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Thread: Dropping a white pine - Sap concern / timing?

  1. #1

    Dropping a white pine - Sap concern / timing?

    Hi all,

    We have a monstrous white pine - 2.5-3' diameter and ~100' tall (guesstimate) that we will unfortunately be dropping as part of a house build in Michigan.

    If we want to mill, kiln dry, and utilize the wood is there an optimal time to do it? Someone said that we should drop it in January as this time of year it will be filled with sap.

    Is that old logger folk lore or is there truth to it?

    We would have it milled and kiln dried.

    Do people ever use white pine for shiplap?

    Thank you.

  2. #2
    Join Date
    Mar 2015
    Location
    cleveland,tn.
    Posts
    283
    dropping live trees is better in winter as the sap falls and there then is less to dry, just cut when log is not frozen solid. I would think early Jan would be your best time are you a upper?

  3. #3
    Thanks - the house will be built in the UP.

    Do people ever use white pine for shiplap?

  4. #4
    Join Date
    Mar 2015
    Location
    cleveland,tn.
    Posts
    283
    I do not know if historically it was used for shiplap but depending on what is being used for finish or treating the wood surfaces I do not see why you should not use it. I have a different white pine in TN. I assume but I think it is nice looking.

  5. #5
    Join Date
    May 2013
    Location
    Northern Virginia
    Posts
    350
    It's not white pine, but I dropped this 24" loblolly last Saturday and the sap was running like someone turned on a faucet
    IMG_20181022_194902_693.jpg

  6. #6
    Join Date
    Mar 2015
    Location
    cleveland,tn.
    Posts
    283
    yeah I think loblolly is more of a yellow pine when the pine beetles ran thru here I had 22 acres of loblolly replanted where there was a mostly mixed species pine and mixed hardwood forest cause it is a good pulp wood or a lumber wood tree with good growth.

  7. #7
    Join Date
    Mar 2015
    Location
    SE Michigan
    Posts
    1,690
    John, agree with the advice above. I know how you feel. We had a white pine of that size we had to remove because it was beginning to lean towards the neighbors cabin (Michigan, Houghton Lake area). Heck, some winters, branches would break off and they were the size of small trees. Loved that pine and hated to see it go, but just couldn’t take the risk it would fall on its own. The arborist waited until winter to take it down.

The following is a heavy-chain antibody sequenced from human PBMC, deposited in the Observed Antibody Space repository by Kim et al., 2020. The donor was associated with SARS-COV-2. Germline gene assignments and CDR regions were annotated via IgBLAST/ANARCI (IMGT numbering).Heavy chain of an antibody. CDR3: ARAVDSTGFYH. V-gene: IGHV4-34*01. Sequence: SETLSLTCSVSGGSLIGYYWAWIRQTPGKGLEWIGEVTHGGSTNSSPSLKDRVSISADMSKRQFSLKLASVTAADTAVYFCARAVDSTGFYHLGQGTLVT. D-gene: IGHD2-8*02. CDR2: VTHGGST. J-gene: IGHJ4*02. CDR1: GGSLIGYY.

Last edited by Phil Mueller; 10-28-2018 at 8:41 AM.

  8. #8
    Thanks everyone

  9. #9
    One additional reason that in the north we prefer to cut white pine in the winter. You are less likely to get blue stain when the weather stays cold.
    Dave Anderson
    Chester Toolworks LLC
    Chester, NH

  10. #10
    Quote Originally Posted by Dave Anderson NH View Post
    One additional reason that in the north we prefer to cut white pine in the winter. You are less likely to get blue stain when the weather stays cold.

    Follow up question: if I drop this thing today (we have a foot of snow already and I will remain until May) and seal the end is it ok to leave it until spring to mill and kiln dry?

  11. #11
    Quote Originally Posted by John Sayen View Post
    Follow up question: if I drop this thing today (we have a foot of snow already and I will remain until May) and seal the end is it ok to leave it until spring to mill and kiln dry?
    Hi John I have done this many times with no issues when the snow was too deep to haul the logs out of the woods. Don't leave it too long in the spring and you'll make out just fine. Get the end sealer on within hours of falling it. Also, make as many decisions as you can about how to buck it up before It's partly buried in snow!

    Good luck and stay safe,

    B

  12. #12
    Quote Originally Posted by brent stanley View Post
    Hi John I have done this many times with no issues when the snow was too deep to haul the logs out of the woods. Don't leave it too long in the spring and you'll make out just fine. Get the end sealer on within hours of falling it. Also, make as many decisions as you can about how to buck it up before It's partly buried in snow!

    Good luck and stay safe,

    B
    Thank you. Do you think itís important to buck it now vs in the spring?

  13. #13
    Quote Originally Posted by John Sayen View Post
    Thank you. Do you think it’s important to buck it now vs in the spring?
    Probably won't make much difference. If you can, fall it across some scrap logs/poles such that when it settles as the snow melts It's off the ground. Makes bucking easier (keeps the chain out of the dirt!) and you can look 360degrees around the bole for defects etc.

    Take pics for us!

    B

  14. #14
    Join Date
    Mar 2015
    Location
    cleveland,tn.
    Posts
    283
    getting them off the ground is a good thing to do keeps the mud from getting embedded into the bark so your blades will run longer as long as they are not dragged in fresh mud before sawing. and I would buck now cause I see no good reason to wait till later.

  15. #15
    I make slab tables and benches. I like my logs to lay for a time. Even a year or two is no problem for me.

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